The children are more involved with the recreation tasks which may include the acts of singing some songs which are incorporated with some learning aspects, painting of the objects such the images of the people and even the letters and numbers learned in the class work and also the acts of looking for answers in puzzles associated with pictures alongside many other recreation activities (Eyiah 1).

The good manners are also greatly emphasized in this level of study in which the learners are taught the basic skills in promoting the personal etiquettes. This may include the use of words such as “excuse me’, “please”, “thank you”, “sorry” and many others.

The use of the school time table in which the pupils are doing specific tasks at given time instills the sense of displine among the young people since they learn how to be in the right place at the right time and doing the right thing. The reciting of the national anthem is taught at this level and also the pledge along with the flag of the country.

Also the pupils are also taught about the existence of the Supreme Being who is God and thus the need to always keep on offering prayers to the lord to guide them in their daily lives and in their future so that they can grow to become important people in the society. Generally in this level the children are equipped with good foundation to make them able to absorb the learning instructions in the higher levels and this level of study is free and compulsory to all children of Ghanaians (Kingsley 1).

Primary education level

This forms the part of what is referred to as the basic education and it is free and compulsory to all Ghanaians children. The children who enroll at this particular level of study are basically at an average age of about six to twelve years of age. In this level the learners are not given education which is geared towards perfection in any vocations or jobs but creates a platform for broader range of ideas and skills that assists them by instilling good attitudes which will make them to perfectly adapt to the environment and thus becoming importance assets which will help their country to develop in all aspects.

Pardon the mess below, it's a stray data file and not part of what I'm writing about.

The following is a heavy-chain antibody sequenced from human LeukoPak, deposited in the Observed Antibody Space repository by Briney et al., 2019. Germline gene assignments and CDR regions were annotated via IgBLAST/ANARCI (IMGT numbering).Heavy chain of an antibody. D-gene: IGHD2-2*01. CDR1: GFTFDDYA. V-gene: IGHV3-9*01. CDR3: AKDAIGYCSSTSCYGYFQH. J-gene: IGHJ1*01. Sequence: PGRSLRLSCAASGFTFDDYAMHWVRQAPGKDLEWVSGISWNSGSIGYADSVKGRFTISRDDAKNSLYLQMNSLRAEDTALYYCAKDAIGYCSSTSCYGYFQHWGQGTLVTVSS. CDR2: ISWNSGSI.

Here several subjects are taught and it takes the learners six years to graduate from this level of education and then proceed to the next level which is the junior primary level of schooling (Fiebor 6).

Junior secondary level

The time frame taken by students at this level of study is usually three years and it is the third level of education and students are enrolled in this level after successfully graduating from the primary school level. This is also the last and the highest level of education in which the learners have legal right from the government to be given free and compulsory education. And the average age of enrollment to this level of education system is roughly between age thirteen and fifteen years in some instances.

Each schooling year is divided in to three terms whereby in the first term and the second term the learners usually do examination which are basically comprised of the content entirely taught during the first and the second term. In the third term the end of year examination usually cover all the content taught during the whole year of study.

In this level of education several subjects are usually taught and some of them include mathematics, agricultural science, general science, music, dancing, English language, moral education, environmental studies and religious studies. In this level the learners are also given a chance to acquire technical skills, vocational skills and also the physical education is also given to learners (“Summary” 1). For example the learners acquire the skills of calabash decoration, sewing, cooking methods, sculpture making and graphic designing.

In Ghana the private schools comprises of small percentage with the public school making the biggest percentage of total schools in Ghana. The learners in public schools usually wear a common uniform unlike in private school where the learners are allowed to go to school wearing casual wears.